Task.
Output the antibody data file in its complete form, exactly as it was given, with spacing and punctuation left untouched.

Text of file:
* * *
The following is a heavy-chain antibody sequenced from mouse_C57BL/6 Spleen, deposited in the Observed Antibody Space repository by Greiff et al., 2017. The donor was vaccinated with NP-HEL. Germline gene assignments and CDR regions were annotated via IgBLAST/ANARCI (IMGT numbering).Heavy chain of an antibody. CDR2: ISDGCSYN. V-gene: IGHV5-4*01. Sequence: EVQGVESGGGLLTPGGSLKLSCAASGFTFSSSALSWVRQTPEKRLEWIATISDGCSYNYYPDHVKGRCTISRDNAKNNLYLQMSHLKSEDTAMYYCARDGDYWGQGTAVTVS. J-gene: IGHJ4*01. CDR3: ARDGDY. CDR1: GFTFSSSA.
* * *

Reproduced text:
The following is a heavy-chain antibody sequenced from mouse_C57BL/6 Spleen, deposited in the Observed Antibody Space repository by Greiff et al., 2017. The donor was vaccinated with NP-HEL. Germline gene assignments and CDR regions were annotated via IgBLAST/ANARCI (IMGT numbering).Heavy chain of an antibody. CDR2: ISDGCSYN. V-gene: IGHV5-4*01. Sequence: EVQGVESGGGLLTPGGSLKLSCAASGFTFSSSALSWVRQTPEKRLEWIATISDGCSYNYYPDHVKGRCTISRDNAKNNLYLQMSHLKSEDTAMYYCARDGDYWGQGTAVTVS. J-gene: IGHJ4*01. CDR3: ARDGDY. CDR1: GFTFSSSA.